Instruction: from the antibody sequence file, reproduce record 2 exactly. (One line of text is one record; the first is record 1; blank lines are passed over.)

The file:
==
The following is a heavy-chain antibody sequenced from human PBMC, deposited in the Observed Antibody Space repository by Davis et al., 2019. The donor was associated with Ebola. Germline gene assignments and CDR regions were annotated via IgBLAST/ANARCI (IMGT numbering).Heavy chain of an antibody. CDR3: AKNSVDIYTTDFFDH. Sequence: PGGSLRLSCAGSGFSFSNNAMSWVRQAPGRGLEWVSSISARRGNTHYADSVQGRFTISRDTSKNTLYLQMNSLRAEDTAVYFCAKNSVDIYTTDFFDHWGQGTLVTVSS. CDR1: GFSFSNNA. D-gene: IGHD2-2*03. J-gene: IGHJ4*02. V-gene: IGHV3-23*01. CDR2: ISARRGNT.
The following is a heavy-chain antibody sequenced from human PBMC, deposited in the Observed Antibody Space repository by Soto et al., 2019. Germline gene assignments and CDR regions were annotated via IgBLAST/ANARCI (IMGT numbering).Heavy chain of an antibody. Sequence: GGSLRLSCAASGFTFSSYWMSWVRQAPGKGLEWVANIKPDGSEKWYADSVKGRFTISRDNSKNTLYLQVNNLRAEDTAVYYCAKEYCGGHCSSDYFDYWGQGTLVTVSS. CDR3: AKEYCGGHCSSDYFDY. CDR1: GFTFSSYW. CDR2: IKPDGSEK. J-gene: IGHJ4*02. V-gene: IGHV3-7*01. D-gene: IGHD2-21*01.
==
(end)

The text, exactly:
The following is a heavy-chain antibody sequenced from human PBMC, deposited in the Observed Antibody Space repository by Soto et al., 2019. Germline gene assignments and CDR regions were annotated via IgBLAST/ANARCI (IMGT numbering).Heavy chain of an antibody. Sequence: GGSLRLSCAASGFTFSSYWMSWVRQAPGKGLEWVANIKPDGSEKWYADSVKGRFTISRDNSKNTLYLQVNNLRAEDTAVYYCAKEYCGGHCSSDYFDYWGQGTLVTVSS. CDR3: AKEYCGGHCSSDYFDY. CDR1: GFTFSSYW. CDR2: IKPDGSEK. J-gene: IGHJ4*02. V-gene: IGHV3-7*01. D-gene: IGHD2-21*01.